Kurt wasn’t sure what McClain was getting at. He had acted respectfully, as his parents had taught him. That’s all.
McClain leaned on the edge of Rosenthaller’s desk. He drew on this pipe and sent another cloud of smoke into the room. “Would you like the answer?”
“Communism. The Soviets are the biggest threat to our future and always have been. Even more than Hitler was.”
Kurt was taken aback but maintained his composure. Nothing was worse than Hitler and the Nazis. He knew that firsthand. “But the Soviets are our allies, sir.”
“They’ve been our allies out of common cause,” McClain replied. “Their system is contradictory to ours. The war is not over, only this part. The next phase is about to begin. Fascism, in many ways, served us well. It acted as a buffer against communism and the ability of the Soviet Union to export revolution. Remember, it stopped communist expansion in Germany, Hungary, and Austria in the ‘20’s.” McClain gestured to the window. “Had Hitler stayed within his borders none of this would have happened. We might even have become allies. We had common cause against the Soviets.”
Kurt was shocked. How could this man think of Hitler as an ally? He searched Rosenthaller’s face for a reaction. There was none.
“Colonel McClain is forming a unit to determine which of these senior officers we’ve captured might be useful to us in the coming fight. I’ve recommended you to him as our best interpreter.”
Kurt hesitated. “Thank you, sir.” He wanted no part of this McClain, instinctively he didn’t trust him, but he didn’t want to be insubordinate either.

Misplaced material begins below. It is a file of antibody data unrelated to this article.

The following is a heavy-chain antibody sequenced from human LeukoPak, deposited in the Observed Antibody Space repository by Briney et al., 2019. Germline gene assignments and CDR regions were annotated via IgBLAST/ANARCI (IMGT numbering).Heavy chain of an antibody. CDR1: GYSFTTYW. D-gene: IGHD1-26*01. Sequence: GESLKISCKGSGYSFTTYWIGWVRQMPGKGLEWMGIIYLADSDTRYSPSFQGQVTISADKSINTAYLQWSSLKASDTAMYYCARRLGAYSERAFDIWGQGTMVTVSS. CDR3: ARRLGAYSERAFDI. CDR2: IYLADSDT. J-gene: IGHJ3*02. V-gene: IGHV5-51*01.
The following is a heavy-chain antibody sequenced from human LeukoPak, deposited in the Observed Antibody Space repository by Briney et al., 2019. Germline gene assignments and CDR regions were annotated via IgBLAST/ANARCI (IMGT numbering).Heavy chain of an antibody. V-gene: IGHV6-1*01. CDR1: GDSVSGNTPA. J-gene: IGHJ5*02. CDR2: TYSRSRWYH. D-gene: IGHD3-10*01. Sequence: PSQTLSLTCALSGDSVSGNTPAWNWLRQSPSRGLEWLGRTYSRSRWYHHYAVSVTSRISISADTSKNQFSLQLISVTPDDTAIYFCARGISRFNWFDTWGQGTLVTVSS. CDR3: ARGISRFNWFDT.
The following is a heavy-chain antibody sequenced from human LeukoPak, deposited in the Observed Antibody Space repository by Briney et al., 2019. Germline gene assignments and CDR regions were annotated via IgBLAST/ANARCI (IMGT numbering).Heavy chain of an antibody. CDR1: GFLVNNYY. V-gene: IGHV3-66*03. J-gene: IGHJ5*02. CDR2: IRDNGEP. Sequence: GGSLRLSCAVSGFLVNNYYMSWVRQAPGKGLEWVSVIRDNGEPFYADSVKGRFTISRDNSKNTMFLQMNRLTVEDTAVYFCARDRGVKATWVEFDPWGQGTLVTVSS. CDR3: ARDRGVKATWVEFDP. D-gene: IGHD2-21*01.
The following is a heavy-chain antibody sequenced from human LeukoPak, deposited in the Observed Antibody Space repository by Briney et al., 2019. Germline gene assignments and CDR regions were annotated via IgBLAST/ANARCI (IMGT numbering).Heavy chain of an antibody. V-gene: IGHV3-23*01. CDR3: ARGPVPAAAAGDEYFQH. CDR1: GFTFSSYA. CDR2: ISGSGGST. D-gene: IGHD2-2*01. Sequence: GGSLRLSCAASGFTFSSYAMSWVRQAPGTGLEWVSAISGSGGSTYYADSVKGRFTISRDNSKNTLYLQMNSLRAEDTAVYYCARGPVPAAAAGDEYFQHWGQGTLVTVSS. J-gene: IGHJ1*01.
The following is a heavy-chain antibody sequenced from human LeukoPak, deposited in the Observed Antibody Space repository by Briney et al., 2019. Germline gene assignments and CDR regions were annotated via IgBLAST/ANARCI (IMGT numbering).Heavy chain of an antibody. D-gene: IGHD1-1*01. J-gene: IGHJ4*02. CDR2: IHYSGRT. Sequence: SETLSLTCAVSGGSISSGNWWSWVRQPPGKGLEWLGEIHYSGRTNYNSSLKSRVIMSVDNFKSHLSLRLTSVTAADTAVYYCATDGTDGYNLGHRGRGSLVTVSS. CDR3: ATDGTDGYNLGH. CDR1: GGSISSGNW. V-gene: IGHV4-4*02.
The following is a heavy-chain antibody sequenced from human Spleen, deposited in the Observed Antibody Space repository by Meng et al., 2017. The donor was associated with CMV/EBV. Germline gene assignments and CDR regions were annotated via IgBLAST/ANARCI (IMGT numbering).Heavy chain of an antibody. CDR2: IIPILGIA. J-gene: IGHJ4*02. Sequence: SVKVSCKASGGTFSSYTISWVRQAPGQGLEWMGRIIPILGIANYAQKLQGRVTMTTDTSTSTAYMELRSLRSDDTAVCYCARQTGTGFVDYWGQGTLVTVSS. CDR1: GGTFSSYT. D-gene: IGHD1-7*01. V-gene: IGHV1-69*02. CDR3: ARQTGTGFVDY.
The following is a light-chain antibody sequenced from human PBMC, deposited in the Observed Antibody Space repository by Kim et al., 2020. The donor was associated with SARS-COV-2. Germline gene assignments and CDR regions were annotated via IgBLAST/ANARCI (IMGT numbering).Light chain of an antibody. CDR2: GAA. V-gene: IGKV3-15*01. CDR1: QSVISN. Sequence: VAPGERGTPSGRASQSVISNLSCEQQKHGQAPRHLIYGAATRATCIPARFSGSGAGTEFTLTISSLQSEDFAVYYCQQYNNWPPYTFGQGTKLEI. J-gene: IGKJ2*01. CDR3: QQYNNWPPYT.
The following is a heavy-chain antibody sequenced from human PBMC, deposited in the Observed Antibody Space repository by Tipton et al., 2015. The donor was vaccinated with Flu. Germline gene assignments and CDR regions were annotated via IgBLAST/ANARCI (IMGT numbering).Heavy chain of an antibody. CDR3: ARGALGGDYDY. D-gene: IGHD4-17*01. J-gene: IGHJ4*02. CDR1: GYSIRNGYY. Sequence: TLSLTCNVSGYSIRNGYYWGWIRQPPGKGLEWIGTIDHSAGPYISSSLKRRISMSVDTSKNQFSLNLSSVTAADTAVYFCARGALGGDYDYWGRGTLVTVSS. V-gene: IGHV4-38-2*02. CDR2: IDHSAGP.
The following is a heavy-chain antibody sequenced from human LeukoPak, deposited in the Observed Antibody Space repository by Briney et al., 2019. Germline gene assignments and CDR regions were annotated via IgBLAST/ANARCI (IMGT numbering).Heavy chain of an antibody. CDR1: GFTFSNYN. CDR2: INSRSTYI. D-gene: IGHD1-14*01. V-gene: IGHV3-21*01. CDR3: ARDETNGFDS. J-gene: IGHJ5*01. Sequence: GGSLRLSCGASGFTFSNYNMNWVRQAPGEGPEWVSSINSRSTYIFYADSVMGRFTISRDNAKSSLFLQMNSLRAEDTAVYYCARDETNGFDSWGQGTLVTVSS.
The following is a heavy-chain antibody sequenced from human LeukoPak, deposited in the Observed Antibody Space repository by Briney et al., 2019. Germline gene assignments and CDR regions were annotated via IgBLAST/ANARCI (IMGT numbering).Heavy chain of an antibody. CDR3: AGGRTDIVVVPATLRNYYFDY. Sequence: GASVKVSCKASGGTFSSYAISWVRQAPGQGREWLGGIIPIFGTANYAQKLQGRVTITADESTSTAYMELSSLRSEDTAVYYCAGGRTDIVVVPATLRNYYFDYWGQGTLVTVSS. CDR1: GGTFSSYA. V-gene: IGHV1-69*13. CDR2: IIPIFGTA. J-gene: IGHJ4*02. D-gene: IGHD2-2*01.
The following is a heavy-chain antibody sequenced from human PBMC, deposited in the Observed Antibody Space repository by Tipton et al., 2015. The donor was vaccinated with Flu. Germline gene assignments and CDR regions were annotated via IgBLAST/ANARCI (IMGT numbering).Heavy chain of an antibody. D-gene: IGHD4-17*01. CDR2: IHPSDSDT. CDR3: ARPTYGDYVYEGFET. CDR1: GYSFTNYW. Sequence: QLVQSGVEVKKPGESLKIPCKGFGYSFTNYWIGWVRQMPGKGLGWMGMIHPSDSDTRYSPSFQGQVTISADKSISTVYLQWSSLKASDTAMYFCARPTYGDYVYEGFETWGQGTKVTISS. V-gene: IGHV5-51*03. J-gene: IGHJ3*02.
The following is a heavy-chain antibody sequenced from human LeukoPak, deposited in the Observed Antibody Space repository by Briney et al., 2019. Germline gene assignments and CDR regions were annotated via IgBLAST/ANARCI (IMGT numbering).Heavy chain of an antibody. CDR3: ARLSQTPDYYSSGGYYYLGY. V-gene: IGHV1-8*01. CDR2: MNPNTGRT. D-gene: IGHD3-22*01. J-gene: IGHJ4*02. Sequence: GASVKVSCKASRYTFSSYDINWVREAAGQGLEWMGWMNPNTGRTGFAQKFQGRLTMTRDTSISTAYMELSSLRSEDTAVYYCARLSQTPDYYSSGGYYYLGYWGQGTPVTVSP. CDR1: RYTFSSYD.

“Well, Berlin? Are you in or out?” Rosenthaller said.
“Whatever I can do for our country, sir.”
The late afternoon light cast a beautiful golden hue over the park across the street from Kurt’s office. Kurt sat down on a bench under a broad, leafy tree. An ice cream vendor filled waffle cones at a stand across the way. Ice cream always reminded Kurt of Elsa. He remembered that first Saturday after they arrived in Brussels, in the small park near the Mandelbaums’ apartment. They had gone for a walk and shared some. Her French was so perfect. She was so perfect, in her spring dress and white gloves.
Kurt had tried to forget, especially after finding the convent destroyed. His heart broke then and there. Elsa was dead. Kurt knew it. Yet, he had to be sure. He pulled a small piece of paper from his inside pocket. The address was only a few blocks away.
The Church of our Holy Savior was reached by a long, steep flight of steps. It was much larger than the church on the little side street where Elsa used to go to feel closer to her past. The doors were open. Pews had been removed from the rear part of the church, now occupied by beds and other furniture. Children played quietly in one of the small, recessed private chapels that lined its sides. Light streamed in through stained-glass windows that soared above him. A service was underway at the front of the church in the remaining pews near the altar. The scent of incense tickled his nose.
Kurt removed his cap and walked slowly and quietly to the front. He sat down in the last pew on the last seat and waited for the service to end. The sound of the priest’s chanting comforted him in a detached way. It wouldn’t have mattered if he were in a synagogue or a church, or one of the Buddhist temples or mosques he had come across in the Philippines. Kurt didn’t believe in God anymore, but the serenity of the space eased his mind. Kurt couldn’t reconcile the idea of God with what he had seen. Images of dead children in Philippine villages and German death camps haunted him. He envied these people here in the church their faith.
A priest held up the wafer, prayed in Latin. The faithful rose from their seats and filed past, kneeling and accepting the body and blood of Christ. If only, Kurt thought, it was that easy. He recalled the great comfort Elsa took from her faith, and Mandelbaum from his. Where were they now?